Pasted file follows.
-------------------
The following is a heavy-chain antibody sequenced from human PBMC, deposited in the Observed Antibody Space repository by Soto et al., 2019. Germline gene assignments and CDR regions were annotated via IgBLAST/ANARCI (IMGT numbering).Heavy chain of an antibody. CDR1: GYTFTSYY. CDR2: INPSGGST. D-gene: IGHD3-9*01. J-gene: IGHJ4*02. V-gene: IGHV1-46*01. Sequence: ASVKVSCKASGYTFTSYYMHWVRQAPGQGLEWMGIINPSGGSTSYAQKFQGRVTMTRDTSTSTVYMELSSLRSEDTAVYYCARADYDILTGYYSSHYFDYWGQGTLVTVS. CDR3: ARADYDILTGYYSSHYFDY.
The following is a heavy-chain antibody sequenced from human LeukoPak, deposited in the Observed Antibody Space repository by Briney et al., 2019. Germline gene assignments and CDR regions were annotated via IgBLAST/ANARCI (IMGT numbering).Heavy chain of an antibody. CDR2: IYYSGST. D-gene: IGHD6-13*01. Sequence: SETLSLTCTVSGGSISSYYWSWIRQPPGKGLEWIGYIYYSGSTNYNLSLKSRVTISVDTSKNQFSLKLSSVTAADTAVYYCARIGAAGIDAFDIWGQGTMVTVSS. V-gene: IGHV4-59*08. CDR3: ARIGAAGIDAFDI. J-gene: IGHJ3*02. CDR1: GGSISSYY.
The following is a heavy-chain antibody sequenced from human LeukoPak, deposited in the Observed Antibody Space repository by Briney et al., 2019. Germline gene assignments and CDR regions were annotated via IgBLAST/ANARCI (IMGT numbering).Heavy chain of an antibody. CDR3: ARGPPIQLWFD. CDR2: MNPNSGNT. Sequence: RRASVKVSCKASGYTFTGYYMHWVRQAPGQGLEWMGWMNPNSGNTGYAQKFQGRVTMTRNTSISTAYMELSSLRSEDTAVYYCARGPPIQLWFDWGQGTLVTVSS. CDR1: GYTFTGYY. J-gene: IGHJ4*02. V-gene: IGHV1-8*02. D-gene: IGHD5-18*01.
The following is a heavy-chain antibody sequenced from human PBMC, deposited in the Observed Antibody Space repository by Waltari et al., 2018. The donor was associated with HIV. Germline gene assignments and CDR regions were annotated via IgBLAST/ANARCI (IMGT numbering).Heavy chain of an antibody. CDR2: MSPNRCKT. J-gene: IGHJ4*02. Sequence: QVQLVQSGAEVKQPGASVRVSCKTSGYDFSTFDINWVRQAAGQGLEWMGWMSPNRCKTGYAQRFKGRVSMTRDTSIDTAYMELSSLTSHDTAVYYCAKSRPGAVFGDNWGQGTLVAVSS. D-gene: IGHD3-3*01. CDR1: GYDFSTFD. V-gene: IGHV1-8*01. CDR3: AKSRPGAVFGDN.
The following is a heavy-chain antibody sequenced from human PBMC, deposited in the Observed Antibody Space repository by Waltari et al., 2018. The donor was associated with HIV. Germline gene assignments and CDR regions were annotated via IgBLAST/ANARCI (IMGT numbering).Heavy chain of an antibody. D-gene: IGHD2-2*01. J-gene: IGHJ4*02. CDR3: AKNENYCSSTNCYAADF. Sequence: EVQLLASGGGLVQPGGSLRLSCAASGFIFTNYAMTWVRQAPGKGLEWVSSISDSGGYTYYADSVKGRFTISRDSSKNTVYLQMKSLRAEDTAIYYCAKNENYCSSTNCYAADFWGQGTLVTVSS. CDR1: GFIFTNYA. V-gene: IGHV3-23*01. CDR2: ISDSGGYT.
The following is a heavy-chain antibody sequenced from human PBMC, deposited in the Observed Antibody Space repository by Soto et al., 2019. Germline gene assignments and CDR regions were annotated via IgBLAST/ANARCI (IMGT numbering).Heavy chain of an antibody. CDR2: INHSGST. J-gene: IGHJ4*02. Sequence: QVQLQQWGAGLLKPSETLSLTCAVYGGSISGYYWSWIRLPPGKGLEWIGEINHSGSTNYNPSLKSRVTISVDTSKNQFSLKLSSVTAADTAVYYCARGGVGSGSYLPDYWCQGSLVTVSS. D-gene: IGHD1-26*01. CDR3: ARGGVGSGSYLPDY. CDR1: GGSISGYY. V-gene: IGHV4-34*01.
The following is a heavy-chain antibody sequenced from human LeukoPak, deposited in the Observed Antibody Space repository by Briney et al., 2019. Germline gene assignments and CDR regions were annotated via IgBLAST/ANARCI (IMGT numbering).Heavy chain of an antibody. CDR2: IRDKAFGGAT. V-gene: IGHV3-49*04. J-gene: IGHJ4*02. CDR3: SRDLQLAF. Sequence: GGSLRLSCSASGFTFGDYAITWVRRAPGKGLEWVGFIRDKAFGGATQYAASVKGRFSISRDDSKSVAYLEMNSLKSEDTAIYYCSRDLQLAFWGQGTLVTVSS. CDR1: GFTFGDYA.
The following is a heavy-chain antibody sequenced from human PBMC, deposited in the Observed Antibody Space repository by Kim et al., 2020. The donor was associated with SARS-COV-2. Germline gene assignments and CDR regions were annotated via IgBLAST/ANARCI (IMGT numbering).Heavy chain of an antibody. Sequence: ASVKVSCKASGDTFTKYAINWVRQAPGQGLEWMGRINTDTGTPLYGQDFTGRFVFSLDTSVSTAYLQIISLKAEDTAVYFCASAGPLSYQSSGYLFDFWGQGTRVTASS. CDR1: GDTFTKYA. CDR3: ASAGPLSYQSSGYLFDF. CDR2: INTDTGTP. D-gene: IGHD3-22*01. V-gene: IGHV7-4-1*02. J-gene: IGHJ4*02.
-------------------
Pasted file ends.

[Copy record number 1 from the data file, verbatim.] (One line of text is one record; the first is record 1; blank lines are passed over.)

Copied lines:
The following is a heavy-chain antibody sequenced from human PBMC, deposited in the Observed Antibody Space repository by Soto et al., 2019. Germline gene assignments and CDR regions were annotated via IgBLAST/ANARCI (IMGT numbering).Heavy chain of an antibody. CDR1: GYTFTSYY. CDR2: INPSGGST. D-gene: IGHD3-9*01. J-gene: IGHJ4*02. V-gene: IGHV1-46*01. Sequence: ASVKVSCKASGYTFTSYYMHWVRQAPGQGLEWMGIINPSGGSTSYAQKFQGRVTMTRDTSTSTVYMELSSLRSEDTAVYYCARADYDILTGYYSSHYFDYWGQGTLVTVS. CDR3: ARADYDILTGYYSSHYFDY.